Mexican avocados: Migratory impact, prices rise, US statement on talks

Mexican avocados: Migratory impact, prices rise, US statement on talks

Mexican avocados: Migratory impact, prices rise, US statement on talks

The USDA decision to halt inspections of Michoacan, Mexico grown avocados, and essentially halt their export across the northern border, and bring with it a migratory impact if it continues. The US embassy made its first statement following talks this week. 

Past the impact on market prices of the fruit and the receiving chain, it puts some 300,000 Mexican laborers and their families in limbo and could quickly displace this labor force. Possibly toward the U.S with a substantial migratory impact. 

According to Humberto Solorzano, founder of avocado platform AvoPRICE and a third generation Michoacan avocado grower himself, the impact of the USDA’s decision was immediate. Within a half hour of the incident and USDA inspector’s call to his team, producers in the area were aware that something serious was underway. 

Solorzano created AvoPRICE following disruptions due to three strikes in 2018 precisely to create a platform for greater transparency between players in the avocado supply chain. 

Destination markets in the U.S. will likely feel a price bump due to the contingency. Even if the outage lasted longer, eventually the fruit prices would settle once supply is established again.

How long this will take depends on how long the fruit remains blocked, with some distributors in the U.S. likely waiting a bit longer for prices to fall after the first shipments. 

But on the producer side, Solorzano said that it must be seen as an opportunity to spur change in how the industry works.

Past the price, the avocado industry is the primary employer throughout Michoacán's 22 municipalities, with an estimated 300,000 workers engaged in the harvest, packing and logistics of the industry.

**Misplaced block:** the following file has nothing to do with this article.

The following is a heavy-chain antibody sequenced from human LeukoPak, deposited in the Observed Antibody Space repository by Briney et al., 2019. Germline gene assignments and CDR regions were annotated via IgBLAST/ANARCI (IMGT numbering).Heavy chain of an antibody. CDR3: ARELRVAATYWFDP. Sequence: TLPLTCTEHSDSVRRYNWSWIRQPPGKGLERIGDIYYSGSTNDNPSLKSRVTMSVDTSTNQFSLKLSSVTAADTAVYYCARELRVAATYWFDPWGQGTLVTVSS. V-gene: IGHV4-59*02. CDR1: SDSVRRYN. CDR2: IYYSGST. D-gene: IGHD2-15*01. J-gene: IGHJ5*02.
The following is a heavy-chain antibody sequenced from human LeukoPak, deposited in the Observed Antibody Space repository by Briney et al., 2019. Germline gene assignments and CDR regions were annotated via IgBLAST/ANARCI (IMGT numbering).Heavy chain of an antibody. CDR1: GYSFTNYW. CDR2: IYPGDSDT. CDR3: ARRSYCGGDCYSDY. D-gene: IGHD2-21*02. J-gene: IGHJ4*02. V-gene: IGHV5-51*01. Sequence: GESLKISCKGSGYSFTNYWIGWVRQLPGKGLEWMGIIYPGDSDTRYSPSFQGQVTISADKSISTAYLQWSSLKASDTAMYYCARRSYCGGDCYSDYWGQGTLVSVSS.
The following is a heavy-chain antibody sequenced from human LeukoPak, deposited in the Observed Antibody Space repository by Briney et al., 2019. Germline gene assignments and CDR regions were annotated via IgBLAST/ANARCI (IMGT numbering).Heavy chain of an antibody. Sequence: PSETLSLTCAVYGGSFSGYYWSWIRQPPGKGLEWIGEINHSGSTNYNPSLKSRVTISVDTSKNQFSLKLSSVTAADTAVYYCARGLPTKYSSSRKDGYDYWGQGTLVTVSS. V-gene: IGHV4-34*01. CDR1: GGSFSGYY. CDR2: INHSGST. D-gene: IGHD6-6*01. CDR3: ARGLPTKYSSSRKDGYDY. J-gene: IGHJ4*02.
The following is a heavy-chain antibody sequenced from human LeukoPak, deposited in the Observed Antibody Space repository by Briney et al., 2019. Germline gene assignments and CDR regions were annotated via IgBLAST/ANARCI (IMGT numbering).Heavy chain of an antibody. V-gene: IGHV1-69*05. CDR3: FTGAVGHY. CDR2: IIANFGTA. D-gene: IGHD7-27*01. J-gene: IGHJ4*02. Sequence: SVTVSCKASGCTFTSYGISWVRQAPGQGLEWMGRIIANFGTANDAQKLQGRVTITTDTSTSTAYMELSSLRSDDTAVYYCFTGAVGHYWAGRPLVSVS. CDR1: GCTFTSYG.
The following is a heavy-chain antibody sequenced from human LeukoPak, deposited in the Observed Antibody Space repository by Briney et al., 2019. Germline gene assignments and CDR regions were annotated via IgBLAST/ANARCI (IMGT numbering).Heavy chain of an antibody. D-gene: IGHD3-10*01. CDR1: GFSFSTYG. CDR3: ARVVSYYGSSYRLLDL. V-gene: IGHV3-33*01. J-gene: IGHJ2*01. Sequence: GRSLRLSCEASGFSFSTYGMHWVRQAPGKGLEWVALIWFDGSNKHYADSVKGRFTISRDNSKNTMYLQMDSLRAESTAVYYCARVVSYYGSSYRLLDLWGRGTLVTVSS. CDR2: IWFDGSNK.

In general, Solorzano said these workers are humble, day laborers, so even a short stoppage can leave them in a bind. If you consider that each work has another 4-5 people who might depend on them, it means the industry affects up to a million and a half people directly.

Plus the industries that attend indirectly to the avocado trade in the region. A crisis could lead to labor migration for the region, with many likely headed for the U.S. border, further exacerbating the issues already taking place along this political divide and affecting the U.S. neighbors. 

Therefore, it is clear that both the U.S.  and the Michoacan producers depend on one another. Although Mexican producers can ship their fruit to Canada, Asia or Europe, no singular market can absorb the quantity that they produce.

“It’s convenient for everyone to take this incident as a warning, that we are all important for one another, it is an opportunity to reflect,” Solorzano said.

The Disruption Continues 

Wholesale avocado prices in the U.S. had already been soaring prior to the development, and currently prices are roughly double what they were a year ago. 

According to USDA data from the Boston Terminal Market, a two layer carton of 32 caliber Mexican Hass were selling for up to US$82.00 on Feb. 17, 2022, compared to up to US$40.00 a year prior.

Retail sellers are also predicting an impact. U.S. media predicts that avocados could start to run low in supermarkets “in a matter of days”. Food service chains with a heavy use of the fruit, such as Chipotle, are also in a pinch. 

The burrito purveyor chain’s CFO Jack Hartung said in a statement that “Our sourcing partners currently have several weeks of inventory available, so we’ll continue to closely monitor the situation and adjust our plans accordingly”.

US and Mexican officials did make advances during a meeting on Wednesday, Feb. 16th regarding security measures. But it must be reviewed by the US officials, and as of this writing, inspections and exports of the fruit remain suspended.

US Embassy Statement

US and Mexican officials did make advances during a meeting on Wednesday, Feb. 16th regarding security measures. But it must be reviewed by the US officials, and as of this writing, inspections and exports of the fruit remain suspended. 

The US Embassy made its first statement following the round of meetings on Thursday, commenting that it has been working in hand with the USDA’s Animal and Plant Health Inspection Service (APHIS), the The Association of Avocado Producers and Packers of Mexico (APEAM) and Mexico’s National Service of Agri-Food Health, Safety and Quality (SENASICA) to resolve the matter.

The statement said that U.S. officials suspended inspections based on recommendations from its Regional Security Official (RSO), but that its work would resume as soon as possible. However it also said that this was not the first incident, and that security incidents have occurred not just in avocado inspections, citing the murder of an APHIS official in 2020.

In the current incident, the official and their family were verbally threatened for not certifying a lot of avocados for export. 

The statement said that Mexico accounts for US$ 2.8 billion of the US$ 3 billion of avocados into the US. In volume it’s share of avocado exports total 1.1 million tons, or 89% of the imported crop. For Michoacán, the U.S. absorbed 78% of its avocado exports.  

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